Air-eating bacteria found in Antarctica

The discovery of bacteria that can live on trace gases in the atmosphere changes the possibilities for extraterrestrial life.

Adams Flat, one of the desolate stretches of Antarctic ground where the bacteria samples were taken.
Adams Flat, one of the desolate stretches of Antarctic ground where the bacteria samples were taken.
Phil O’Brien

Scientists have found bacteria in the frozen wastes of Antarctica that can survive on air alone without the sunlight or geothermal energy that powers all other known ecosystems. The discovery may change our ideas when pondering the forms extra-terrestrial life might take.

A team of scientists led by Belinda Ferrari of UNSW in Sydney, Australia, report the stunning finding in a paper in Nature.

The cold and remote Antarctic has desert regions that are hostile to the few living things that survive on the rest of the continent. Plummeting temperatures, limited water, carbon and nitrogen, months of darkness, searing UV radiation, and persistent cycles of freezing and thawing that can rot the very stones, all make it an unlikely home for diverse ecosystems.

Yet that’s exactly what the researchers found in the thin desert soils, at least at the microbial level. This posed something of a puzzle: how do these diverse communities of single-celled organisms survive in such extreme conditions?

When conditions are at their worst, many organisms retreat into a dormant state, but they too need energy to maintain themselves. It has been unclear, until now, just how they have done this.

Ferrari and her team used the techniques of metagenomics, the study of genetic material taken directly from the environment, to investigate microbial communities at two eastern Antarctic sites: one near Casey Station in Wilkes Land and the other a few hundred kilometres from Davis Station in Princess Elizabeth Land.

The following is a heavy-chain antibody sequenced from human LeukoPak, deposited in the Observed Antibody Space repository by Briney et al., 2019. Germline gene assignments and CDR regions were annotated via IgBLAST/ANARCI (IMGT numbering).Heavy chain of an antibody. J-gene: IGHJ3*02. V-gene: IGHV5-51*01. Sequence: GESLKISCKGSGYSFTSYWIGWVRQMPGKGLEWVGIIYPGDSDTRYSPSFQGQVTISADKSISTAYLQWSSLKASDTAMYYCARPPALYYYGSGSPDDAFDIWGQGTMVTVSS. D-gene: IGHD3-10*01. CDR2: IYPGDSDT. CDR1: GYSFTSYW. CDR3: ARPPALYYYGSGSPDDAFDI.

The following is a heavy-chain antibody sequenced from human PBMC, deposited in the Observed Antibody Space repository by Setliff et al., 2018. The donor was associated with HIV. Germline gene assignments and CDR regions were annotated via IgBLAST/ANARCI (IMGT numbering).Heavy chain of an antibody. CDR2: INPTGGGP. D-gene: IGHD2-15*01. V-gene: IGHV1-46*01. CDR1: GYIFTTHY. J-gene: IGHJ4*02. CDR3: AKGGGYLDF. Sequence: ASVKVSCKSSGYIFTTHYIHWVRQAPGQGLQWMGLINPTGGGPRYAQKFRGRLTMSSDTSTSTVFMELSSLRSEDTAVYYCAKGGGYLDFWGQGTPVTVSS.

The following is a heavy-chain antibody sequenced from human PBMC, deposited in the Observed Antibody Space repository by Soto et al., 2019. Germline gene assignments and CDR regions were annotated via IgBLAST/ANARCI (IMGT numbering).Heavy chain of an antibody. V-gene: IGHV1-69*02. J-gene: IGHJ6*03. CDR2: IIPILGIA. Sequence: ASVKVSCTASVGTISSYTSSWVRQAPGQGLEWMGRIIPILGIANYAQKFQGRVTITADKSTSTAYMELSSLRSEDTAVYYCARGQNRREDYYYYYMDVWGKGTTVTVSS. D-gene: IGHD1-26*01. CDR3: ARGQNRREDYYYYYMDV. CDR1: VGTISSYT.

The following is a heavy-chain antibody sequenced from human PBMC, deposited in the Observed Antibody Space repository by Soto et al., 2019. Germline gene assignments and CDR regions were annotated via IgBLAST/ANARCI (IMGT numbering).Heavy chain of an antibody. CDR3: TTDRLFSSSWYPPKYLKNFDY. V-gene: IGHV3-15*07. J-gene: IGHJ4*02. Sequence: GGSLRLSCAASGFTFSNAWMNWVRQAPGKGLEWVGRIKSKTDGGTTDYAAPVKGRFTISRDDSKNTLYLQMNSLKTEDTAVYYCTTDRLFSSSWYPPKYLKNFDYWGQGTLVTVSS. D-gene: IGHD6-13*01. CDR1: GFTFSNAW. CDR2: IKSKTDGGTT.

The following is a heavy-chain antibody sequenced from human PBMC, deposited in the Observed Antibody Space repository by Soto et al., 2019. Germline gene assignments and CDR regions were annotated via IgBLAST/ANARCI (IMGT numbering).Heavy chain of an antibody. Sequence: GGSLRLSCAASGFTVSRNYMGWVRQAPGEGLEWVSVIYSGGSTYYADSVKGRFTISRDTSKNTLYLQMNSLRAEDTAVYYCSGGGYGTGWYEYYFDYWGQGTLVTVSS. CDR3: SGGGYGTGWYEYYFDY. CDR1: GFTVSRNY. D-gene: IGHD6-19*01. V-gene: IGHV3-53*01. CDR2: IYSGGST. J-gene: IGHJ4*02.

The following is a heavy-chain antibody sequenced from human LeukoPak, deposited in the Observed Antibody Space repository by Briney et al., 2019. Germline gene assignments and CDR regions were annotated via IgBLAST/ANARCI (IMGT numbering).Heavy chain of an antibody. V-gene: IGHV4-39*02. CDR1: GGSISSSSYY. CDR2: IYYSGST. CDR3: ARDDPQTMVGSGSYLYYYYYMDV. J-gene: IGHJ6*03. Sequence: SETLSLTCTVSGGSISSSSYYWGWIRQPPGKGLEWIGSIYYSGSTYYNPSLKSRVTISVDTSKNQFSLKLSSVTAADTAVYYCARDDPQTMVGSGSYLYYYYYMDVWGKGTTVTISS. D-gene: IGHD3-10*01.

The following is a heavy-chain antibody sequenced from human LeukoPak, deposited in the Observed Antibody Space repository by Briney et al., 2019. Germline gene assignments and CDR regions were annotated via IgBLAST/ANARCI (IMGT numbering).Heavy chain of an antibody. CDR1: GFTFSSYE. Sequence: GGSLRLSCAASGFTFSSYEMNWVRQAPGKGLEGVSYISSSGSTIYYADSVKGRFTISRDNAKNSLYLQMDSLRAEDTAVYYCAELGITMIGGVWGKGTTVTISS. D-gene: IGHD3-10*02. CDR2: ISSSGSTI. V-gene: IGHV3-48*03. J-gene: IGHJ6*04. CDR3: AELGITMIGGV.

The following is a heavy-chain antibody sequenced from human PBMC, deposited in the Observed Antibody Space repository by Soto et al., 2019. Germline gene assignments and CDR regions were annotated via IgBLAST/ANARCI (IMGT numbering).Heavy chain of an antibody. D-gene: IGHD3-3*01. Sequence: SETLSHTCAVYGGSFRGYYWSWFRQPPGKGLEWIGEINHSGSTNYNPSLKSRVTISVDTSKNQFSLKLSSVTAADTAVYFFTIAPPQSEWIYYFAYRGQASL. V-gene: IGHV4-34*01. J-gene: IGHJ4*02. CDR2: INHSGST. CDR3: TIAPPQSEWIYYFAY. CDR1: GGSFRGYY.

Soil samples were taken, and any genetic material broken into smaller pieces and then sequenced, a technique known as ‘shotgun DNA sequencing’. The fragments are reassembled into the genomes of individual species, giving a picture of the types and abundance of microbes present in the soil. Interestingly, in the course of their research, Ferrari and her team identified two new phyla of bacteria that were previously unknown to science.

Every ecosystem is based on what are known as ‘primary producers’: living things that turn inorganic chemicals and energy into living matter, or biomass. Most of the time this involves photosynthesis, using sunlight to convert atmospheric carbon into sugar.

What Ferrari and her team discovered is that this was not the case at their Antarctic sites. Instead, they found through genetic clues about the metabolisms of the microbes, including the two newly discovered phyla, that they produce energy directly from atmospheric hydrogen, carbon dioxide and carbon monoxide.

“Whereas most ecosystems are driven by solar or geologically driven energy,” write the authors, “primary production in these Antarctic desert surface soils appear to be supported by atmospheric trace gases.”

This is the first time air-eating life on Earth has ever been reported. In addition to enhancing our understanding of how life survives the extreme conditions of Antarctica, Ferrari says, it also “opens up the possibility of atmospheric gases supporting life on other planets”.

Stephen fleischfresser.jpg?ixlib=rails 2.1
Stephen Fleischfresser is a lecturer at the University of Melbourne's Trinity College and holds a PhD in the History and Philosophy of Science.
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